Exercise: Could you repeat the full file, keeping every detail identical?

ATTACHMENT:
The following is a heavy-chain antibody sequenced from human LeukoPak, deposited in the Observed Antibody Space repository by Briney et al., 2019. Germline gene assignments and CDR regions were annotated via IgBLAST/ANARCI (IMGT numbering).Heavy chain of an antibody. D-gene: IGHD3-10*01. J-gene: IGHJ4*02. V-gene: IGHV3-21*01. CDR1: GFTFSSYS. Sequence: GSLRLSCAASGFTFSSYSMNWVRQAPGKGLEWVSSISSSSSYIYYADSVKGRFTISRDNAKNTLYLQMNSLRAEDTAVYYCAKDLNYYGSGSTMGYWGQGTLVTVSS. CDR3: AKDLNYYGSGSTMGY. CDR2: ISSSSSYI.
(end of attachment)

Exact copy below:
The following is a heavy-chain antibody sequenced from human LeukoPak, deposited in the Observed Antibody Space repository by Briney et al., 2019. Germline gene assignments and CDR regions were annotated via IgBLAST/ANARCI (IMGT numbering).Heavy chain of an antibody. D-gene: IGHD3-10*01. J-gene: IGHJ4*02. V-gene: IGHV3-21*01. CDR1: GFTFSSYS. Sequence: GSLRLSCAASGFTFSSYSMNWVRQAPGKGLEWVSSISSSSSYIYYADSVKGRFTISRDNAKNTLYLQMNSLRAEDTAVYYCAKDLNYYGSGSTMGYWGQGTLVTVSS. CDR3: AKDLNYYGSGSTMGY. CDR2: ISSSSSYI.